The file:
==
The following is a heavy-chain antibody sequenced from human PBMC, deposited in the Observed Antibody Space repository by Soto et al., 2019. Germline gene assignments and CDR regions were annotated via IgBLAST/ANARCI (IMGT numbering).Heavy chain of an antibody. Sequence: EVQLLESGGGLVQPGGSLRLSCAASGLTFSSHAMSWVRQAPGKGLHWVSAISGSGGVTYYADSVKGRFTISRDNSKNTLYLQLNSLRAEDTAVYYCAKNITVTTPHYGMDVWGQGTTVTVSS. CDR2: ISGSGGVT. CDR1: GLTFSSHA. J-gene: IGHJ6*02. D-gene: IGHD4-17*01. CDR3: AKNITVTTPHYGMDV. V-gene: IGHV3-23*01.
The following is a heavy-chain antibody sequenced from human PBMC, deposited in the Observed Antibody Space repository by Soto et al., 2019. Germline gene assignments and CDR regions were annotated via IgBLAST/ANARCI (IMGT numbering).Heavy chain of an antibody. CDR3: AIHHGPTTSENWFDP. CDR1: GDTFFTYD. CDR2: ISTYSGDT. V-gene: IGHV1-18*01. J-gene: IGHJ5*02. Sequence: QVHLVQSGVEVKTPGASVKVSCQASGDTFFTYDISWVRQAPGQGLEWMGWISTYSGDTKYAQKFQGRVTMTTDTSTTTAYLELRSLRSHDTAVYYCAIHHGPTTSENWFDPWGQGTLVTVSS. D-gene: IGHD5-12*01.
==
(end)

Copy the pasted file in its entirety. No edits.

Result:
The following is a heavy-chain antibody sequenced from human PBMC, deposited in the Observed Antibody Space repository by Soto et al., 2019. Germline gene assignments and CDR regions were annotated via IgBLAST/ANARCI (IMGT numbering).Heavy chain of an antibody. Sequence: EVQLLESGGGLVQPGGSLRLSCAASGLTFSSHAMSWVRQAPGKGLHWVSAISGSGGVTYYADSVKGRFTISRDNSKNTLYLQLNSLRAEDTAVYYCAKNITVTTPHYGMDVWGQGTTVTVSS. CDR2: ISGSGGVT. CDR1: GLTFSSHA. J-gene: IGHJ6*02. D-gene: IGHD4-17*01. CDR3: AKNITVTTPHYGMDV. V-gene: IGHV3-23*01.
The following is a heavy-chain antibody sequenced from human PBMC, deposited in the Observed Antibody Space repository by Soto et al., 2019. Germline gene assignments and CDR regions were annotated via IgBLAST/ANARCI (IMGT numbering).Heavy chain of an antibody. CDR3: AIHHGPTTSENWFDP. CDR1: GDTFFTYD. CDR2: ISTYSGDT. V-gene: IGHV1-18*01. J-gene: IGHJ5*02. Sequence: QVHLVQSGVEVKTPGASVKVSCQASGDTFFTYDISWVRQAPGQGLEWMGWISTYSGDTKYAQKFQGRVTMTTDTSTTTAYLELRSLRSHDTAVYYCAIHHGPTTSENWFDPWGQGTLVTVSS. D-gene: IGHD5-12*01.